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View Diary: How to replace sequester cuts and balance the budget with progressive tax code reform (33 comments)

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  •  Amen brother. We could even put aside the wasteful (2+ / 0-)
    Recommended by:
    Roger Fox, musiccitymollie

    spending on defense and just zero in on folks paying their fair share. You want a quick fix, go back to the tax rates during Eisenhowers Administration. Too drastic? Ok, let's take baby steps.

    1. Raise the cap on FICA - any perceived SS problems resolved.

    2. Negotiate prescription drug costs and allow buy in to Medicare for 55 and older - perceived Medicare problems resolved.

    3. Eliminate fluff tax breaks for the rich and famous - we're now getting close to evening the books.

    4. Reform tax code to give incentives to American job creators - we now have a thriving economy to allow for rebuilding infrastructure.

    5. And not meant to be last on the list strengthen our public education system - utopia.

    •  We used to do #5, (0+ / 0-)

      The 1986 Tax Reform Act removed tax shelters for domestic investment.

      We used to have #1, after the 1983 SS deal, the income cap was at 90%, today its at 84%. Today 90% is about 186k.

      FDR 9-23-33, "If we cannot do this one way, we will do it another way. But do it we will.

      by Roger Fox on Wed Jan 23, 2013 at 08:24:58 AM PST

      [ Parent ]

    •  Agree with your list, but would add to #2 (0+ / 0-)

      allow "subsidized" buy-ins to Medicare (otherwise, only affluent and wealthy seniors would be able to do so).

      Thanks for the recommendations!


      “If a dog won’t come to you after having looked you in the face, you should go home and examine your conscience.” -- Woodrow Wilson

      by musiccitymollie on Wed Jan 23, 2013 at 09:10:21 AM PST

      [ Parent ]

    •  2. is far from true. There are (0+ / 0-)

      deep seated problems with Medicare which the ACA is starting to solve. But we do not  need to expand it to an additional set of people, all of whom would be sicker than average, until we get some of the problems worked out.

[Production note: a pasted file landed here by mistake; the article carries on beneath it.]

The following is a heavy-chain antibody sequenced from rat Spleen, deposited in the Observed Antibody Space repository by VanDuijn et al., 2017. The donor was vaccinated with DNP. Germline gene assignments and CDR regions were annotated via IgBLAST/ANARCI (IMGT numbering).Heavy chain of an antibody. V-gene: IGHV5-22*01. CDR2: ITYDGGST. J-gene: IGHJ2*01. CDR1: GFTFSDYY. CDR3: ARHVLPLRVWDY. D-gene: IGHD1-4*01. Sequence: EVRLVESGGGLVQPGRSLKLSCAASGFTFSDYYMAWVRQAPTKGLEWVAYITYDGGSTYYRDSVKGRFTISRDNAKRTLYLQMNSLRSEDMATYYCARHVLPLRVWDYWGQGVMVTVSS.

Besides that is what Medicaid is for if they are low income. And Medicaid is far better than Medicare any way.

      I'm asking you to believe. Not in my ability to bring about real change in Washington ... *I'm asking you to believe in yours.* Barack Obama

      by samddobermann on Thu Jan 24, 2013 at 04:37:02 AM PST

      [ Parent ]

      •  Respectfully, you might want to doublecheck your (0+ / 0-)

        facts regarding the Medicare and Medicaid programs.

        Medicare needs some reform, but the Medicare system itself is definitely not the "cost driver" in our health care system.  Just the opposite.  In many ways, it should be the model for our health care systems (which is not to say, that no reform is needed).

        Medicaid as a program is next to non-existent in many states.  I'm in a Red State that opted out of federal Medicaid funding years ago, and has only a system that supplements medical care.  It is not even referred to as health insurance.  It is simply a meager 'health supplement.'

        And eligibility for Medicaid has been greatly narrowed (in many states), benefits are bare bones, the program has been pretty much privatized in some states (including my Purple Turned Red State), and many of the medical services have been contracted out to managed care companies.

        My Red State actually proposed to "cap" at $12,000 annually the benefit to individual beneficiaries.  [This proposal failed 3-4 years ago.  I haven't kept up to see if there was a subsequent attempt to cap the beneficiary benefit.]  But, for Pete's Sake, if you broke a toe or finger and had to have it cared for, you'd run up a bigger bill than that allowance would cover.

        Plus, the FPL for a couple is only $15, 130 for a couple not residing in Alaska or Hawaii.

        Here's the 2012-2013 [through June 30, 2013]